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Little-known careers in your major: biology and environmental science

Picking a major can be daunting. Considering all the career choices that accompany it seems impossible. Below is the second installment of Connect’s newest series exploring little-knowns careers for each major. 

Biology

Biology degrees are popular due to the various routes and opportunities available. Jobs range from a scientist, a pharmaceutical sales representative, and an educator to a research assistant and a technician. A couple of less obvious and interesting careers in the biology field are jobs such as a medical illustrator or an occupational health and safety specialist.

Medical Illustrator

A medical illustrator is exactly what it sounds like: a mixture of artistic skills and biological science knowledge. Therefore, it is critical to also have a concentration in art, a minor in art or at least experience from art courses. Like any illustrator, a medical illustrator must be able to draw, paint and understand color theory, create computer graphics and print in 3D. According to ExploreHealthCareers.org, a medical illustrator or animator can expect a salary of $62,000, the median, to $100,000.

Occupational health and safety specialist

Occupational health and safety specialists tend to the health and well-being of American workers. This particular specialist conducts inspections in the workplace to ensure that businesses are in compliance with governmental regulations to prevent diseases, injuries or environmental damage. Their jobs typically consist of traveling to distinct job settings to collect data, analyze the location, run tests and measure hazards. According to the Bureau of Labor Statistics, the median salary for an occupational health and safety specialist is $71,780.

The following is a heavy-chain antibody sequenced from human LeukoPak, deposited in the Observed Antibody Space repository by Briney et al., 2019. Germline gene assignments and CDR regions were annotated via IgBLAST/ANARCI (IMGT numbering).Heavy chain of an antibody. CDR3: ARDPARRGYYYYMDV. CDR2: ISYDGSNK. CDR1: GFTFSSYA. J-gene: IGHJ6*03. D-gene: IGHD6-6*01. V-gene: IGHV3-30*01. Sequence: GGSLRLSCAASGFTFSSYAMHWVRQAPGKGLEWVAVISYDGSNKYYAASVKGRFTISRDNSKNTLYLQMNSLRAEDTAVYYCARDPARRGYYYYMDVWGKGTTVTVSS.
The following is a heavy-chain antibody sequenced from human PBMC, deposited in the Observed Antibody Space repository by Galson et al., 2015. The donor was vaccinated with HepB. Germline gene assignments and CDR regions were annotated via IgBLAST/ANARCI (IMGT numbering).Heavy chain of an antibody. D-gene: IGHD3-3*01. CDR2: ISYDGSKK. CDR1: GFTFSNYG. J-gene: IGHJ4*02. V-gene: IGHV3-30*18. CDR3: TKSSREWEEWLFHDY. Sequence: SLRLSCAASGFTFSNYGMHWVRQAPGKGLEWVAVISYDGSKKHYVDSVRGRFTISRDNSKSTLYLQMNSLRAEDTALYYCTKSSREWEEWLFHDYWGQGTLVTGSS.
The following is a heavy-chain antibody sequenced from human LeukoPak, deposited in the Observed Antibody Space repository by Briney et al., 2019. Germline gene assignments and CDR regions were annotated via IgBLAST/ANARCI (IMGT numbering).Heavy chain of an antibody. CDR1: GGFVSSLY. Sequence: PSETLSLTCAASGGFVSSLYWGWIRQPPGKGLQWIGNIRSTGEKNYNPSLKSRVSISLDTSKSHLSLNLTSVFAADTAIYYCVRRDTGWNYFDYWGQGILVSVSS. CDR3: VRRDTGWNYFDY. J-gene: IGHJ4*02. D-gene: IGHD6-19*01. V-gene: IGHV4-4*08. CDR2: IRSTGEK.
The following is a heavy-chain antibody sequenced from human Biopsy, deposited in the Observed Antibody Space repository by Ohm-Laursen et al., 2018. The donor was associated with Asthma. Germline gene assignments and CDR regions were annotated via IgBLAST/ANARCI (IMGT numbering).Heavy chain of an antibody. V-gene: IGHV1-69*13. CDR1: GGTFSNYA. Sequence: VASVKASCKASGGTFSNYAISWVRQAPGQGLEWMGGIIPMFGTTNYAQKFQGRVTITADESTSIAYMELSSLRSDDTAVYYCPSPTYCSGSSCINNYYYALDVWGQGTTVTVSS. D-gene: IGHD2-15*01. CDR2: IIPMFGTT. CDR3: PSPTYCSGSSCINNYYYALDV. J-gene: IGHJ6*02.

Occupational health and safety specialists ensure employers meet the standards and regulations for a healthy and safe work environment. Photo courtesy of Pexels.

Occupational health and safety specialists ensure employers meet the standards and regulations for a healthy and safe work environment. Photo courtesy of Pexels.

Environmental Science and Policy

Someone looking to earn a degree in environmental science and policy is seeking, to one way or another, improve and protect the natural world and those who inhabit it. Research skills, science knowledge and an understanding of statistics and ethics are at the forefront of this field.

Most often, a bachelor’s in environmental science and policy will lead to jobs as a conservation scientist or an environmental scientist. On the policy side, a professional can work with businesses, nonprofit organizations or the government to create and implement policies.

Environmental lawyers, environmental engineers and climatologist are other common jobs, but they require a master’s degree focused on those subjects.

Forester

A job as a forester is perfect for someone who is passionate about working outdoors. A forester is a bit of a scientist, manager and protector. A deep understanding of the different elements, stages and natural features of a forest are important as many foresters take on conservation efforts. It is common for foresters to manage other scientists and environmental technicians as well as preventing forest fires and harvesting trees. According to Glassdoor, a forester’s salary is $47,975.

Roan Mountain in Tennessee. Photo courtesy of Will Swann on Unsplash.

Roan Mountain in Tennessee. Photo courtesy of Will Swann on Unsplash.

Enjoyed this? 

Check out the first installment: LITTLE-KNOWN CAREERS IN YOUR MAJOR: CRIMINOLOGY AND ENGLISH

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